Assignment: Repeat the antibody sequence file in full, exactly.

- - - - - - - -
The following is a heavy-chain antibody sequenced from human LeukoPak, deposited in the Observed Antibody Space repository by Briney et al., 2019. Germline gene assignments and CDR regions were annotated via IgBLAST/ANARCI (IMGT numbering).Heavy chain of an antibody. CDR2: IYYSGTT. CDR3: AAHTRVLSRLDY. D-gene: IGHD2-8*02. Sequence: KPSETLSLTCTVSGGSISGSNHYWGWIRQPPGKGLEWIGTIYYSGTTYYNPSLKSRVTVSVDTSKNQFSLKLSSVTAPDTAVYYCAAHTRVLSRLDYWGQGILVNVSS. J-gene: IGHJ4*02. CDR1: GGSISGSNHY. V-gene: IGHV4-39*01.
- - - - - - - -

The following is a heavy-chain antibody sequenced from human LeukoPak, deposited in the Observed Antibody Space repository by Briney et al., 2019. Germline gene assignments and CDR regions were annotated via IgBLAST/ANARCI (IMGT numbering).Heavy chain of an antibody. CDR2: IYYSGTT. CDR3: AAHTRVLSRLDY. D-gene: IGHD2-8*02. Sequence: KPSETLSLTCTVSGGSISGSNHYWGWIRQPPGKGLEWIGTIYYSGTTYYNPSLKSRVTVSVDTSKNQFSLKLSSVTAPDTAVYYCAAHTRVLSRLDYWGQGILVNVSS. J-gene: IGHJ4*02. CDR1: GGSISGSNHY. V-gene: IGHV4-39*01.